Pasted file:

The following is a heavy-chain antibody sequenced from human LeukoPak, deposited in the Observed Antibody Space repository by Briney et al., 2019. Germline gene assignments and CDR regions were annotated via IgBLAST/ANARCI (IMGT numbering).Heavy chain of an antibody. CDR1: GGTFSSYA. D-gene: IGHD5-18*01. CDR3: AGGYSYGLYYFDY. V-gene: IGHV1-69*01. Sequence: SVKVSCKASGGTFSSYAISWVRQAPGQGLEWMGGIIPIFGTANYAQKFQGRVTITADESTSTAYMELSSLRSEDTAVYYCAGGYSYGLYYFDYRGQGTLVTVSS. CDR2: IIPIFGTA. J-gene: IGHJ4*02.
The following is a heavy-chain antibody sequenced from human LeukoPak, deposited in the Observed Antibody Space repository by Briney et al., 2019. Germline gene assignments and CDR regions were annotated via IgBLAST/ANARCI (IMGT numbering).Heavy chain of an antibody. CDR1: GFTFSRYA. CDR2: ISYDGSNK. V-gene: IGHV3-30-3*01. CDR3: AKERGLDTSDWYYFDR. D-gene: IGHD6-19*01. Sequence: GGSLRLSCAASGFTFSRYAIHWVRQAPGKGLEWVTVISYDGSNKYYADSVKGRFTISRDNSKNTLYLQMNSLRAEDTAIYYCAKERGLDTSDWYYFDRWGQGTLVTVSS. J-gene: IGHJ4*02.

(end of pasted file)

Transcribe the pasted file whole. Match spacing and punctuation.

The following is a heavy-chain antibody sequenced from human LeukoPak, deposited in the Observed Antibody Space repository by Briney et al., 2019. Germline gene assignments and CDR regions were annotated via IgBLAST/ANARCI (IMGT numbering).Heavy chain of an antibody. CDR1: GGTFSSYA. D-gene: IGHD5-18*01. CDR3: AGGYSYGLYYFDY. V-gene: IGHV1-69*01. Sequence: SVKVSCKASGGTFSSYAISWVRQAPGQGLEWMGGIIPIFGTANYAQKFQGRVTITADESTSTAYMELSSLRSEDTAVYYCAGGYSYGLYYFDYRGQGTLVTVSS. CDR2: IIPIFGTA. J-gene: IGHJ4*02.
The following is a heavy-chain antibody sequenced from human LeukoPak, deposited in the Observed Antibody Space repository by Briney et al., 2019. Germline gene assignments and CDR regions were annotated via IgBLAST/ANARCI (IMGT numbering).Heavy chain of an antibody. CDR1: GFTFSRYA. CDR2: ISYDGSNK. V-gene: IGHV3-30-3*01. CDR3: AKERGLDTSDWYYFDR. D-gene: IGHD6-19*01. Sequence: GGSLRLSCAASGFTFSRYAIHWVRQAPGKGLEWVTVISYDGSNKYYADSVKGRFTISRDNSKNTLYLQMNSLRAEDTAIYYCAKERGLDTSDWYYFDRWGQGTLVTVSS. J-gene: IGHJ4*02.